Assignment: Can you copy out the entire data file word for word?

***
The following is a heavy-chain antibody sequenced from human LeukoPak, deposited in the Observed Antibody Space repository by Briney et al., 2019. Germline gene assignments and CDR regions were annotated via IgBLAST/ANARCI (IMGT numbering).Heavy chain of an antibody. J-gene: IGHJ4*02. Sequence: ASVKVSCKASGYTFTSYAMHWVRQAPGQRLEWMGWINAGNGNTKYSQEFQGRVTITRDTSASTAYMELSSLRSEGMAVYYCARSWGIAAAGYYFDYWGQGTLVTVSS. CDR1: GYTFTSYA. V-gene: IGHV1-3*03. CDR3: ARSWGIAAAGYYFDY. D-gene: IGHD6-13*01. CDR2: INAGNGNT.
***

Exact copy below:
The following is a heavy-chain antibody sequenced from human LeukoPak, deposited in the Observed Antibody Space repository by Briney et al., 2019. Germline gene assignments and CDR regions were annotated via IgBLAST/ANARCI (IMGT numbering).Heavy chain of an antibody. J-gene: IGHJ4*02. Sequence: ASVKVSCKASGYTFTSYAMHWVRQAPGQRLEWMGWINAGNGNTKYSQEFQGRVTITRDTSASTAYMELSSLRSEGMAVYYCARSWGIAAAGYYFDYWGQGTLVTVSS. CDR1: GYTFTSYA. V-gene: IGHV1-3*03. CDR3: ARSWGIAAAGYYFDY. D-gene: IGHD6-13*01. CDR2: INAGNGNT.